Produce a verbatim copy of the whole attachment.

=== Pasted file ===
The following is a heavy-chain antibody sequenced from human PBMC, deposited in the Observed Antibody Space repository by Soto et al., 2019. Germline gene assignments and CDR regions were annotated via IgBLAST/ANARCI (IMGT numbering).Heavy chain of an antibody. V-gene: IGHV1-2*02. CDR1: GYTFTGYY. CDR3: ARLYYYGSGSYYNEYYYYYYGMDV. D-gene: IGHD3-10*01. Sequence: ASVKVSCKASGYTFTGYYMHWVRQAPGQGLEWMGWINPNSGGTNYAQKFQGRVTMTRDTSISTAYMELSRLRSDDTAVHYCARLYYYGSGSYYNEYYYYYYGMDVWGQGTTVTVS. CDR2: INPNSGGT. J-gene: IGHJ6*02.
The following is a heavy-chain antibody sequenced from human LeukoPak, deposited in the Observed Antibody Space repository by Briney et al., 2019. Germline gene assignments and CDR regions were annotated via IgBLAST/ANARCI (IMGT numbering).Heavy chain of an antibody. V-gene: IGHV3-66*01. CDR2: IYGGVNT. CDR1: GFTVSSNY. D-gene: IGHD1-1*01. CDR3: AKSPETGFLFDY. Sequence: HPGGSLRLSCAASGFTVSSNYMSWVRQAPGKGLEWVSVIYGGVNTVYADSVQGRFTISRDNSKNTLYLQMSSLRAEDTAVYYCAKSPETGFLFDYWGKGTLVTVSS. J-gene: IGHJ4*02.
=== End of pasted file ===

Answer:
The following is a heavy-chain antibody sequenced from human PBMC, deposited in the Observed Antibody Space repository by Soto et al., 2019. Germline gene assignments and CDR regions were annotated via IgBLAST/ANARCI (IMGT numbering).Heavy chain of an antibody. V-gene: IGHV1-2*02. CDR1: GYTFTGYY. CDR3: ARLYYYGSGSYYNEYYYYYYGMDV. D-gene: IGHD3-10*01. Sequence: ASVKVSCKASGYTFTGYYMHWVRQAPGQGLEWMGWINPNSGGTNYAQKFQGRVTMTRDTSISTAYMELSRLRSDDTAVHYCARLYYYGSGSYYNEYYYYYYGMDVWGQGTTVTVS. CDR2: INPNSGGT. J-gene: IGHJ6*02.
The following is a heavy-chain antibody sequenced from human LeukoPak, deposited in the Observed Antibody Space repository by Briney et al., 2019. Germline gene assignments and CDR regions were annotated via IgBLAST/ANARCI (IMGT numbering).Heavy chain of an antibody. V-gene: IGHV3-66*01. CDR2: IYGGVNT. CDR1: GFTVSSNY. D-gene: IGHD1-1*01. CDR3: AKSPETGFLFDY. Sequence: HPGGSLRLSCAASGFTVSSNYMSWVRQAPGKGLEWVSVIYGGVNTVYADSVQGRFTISRDNSKNTLYLQMSSLRAEDTAVYYCAKSPETGFLFDYWGKGTLVTVSS. J-gene: IGHJ4*02.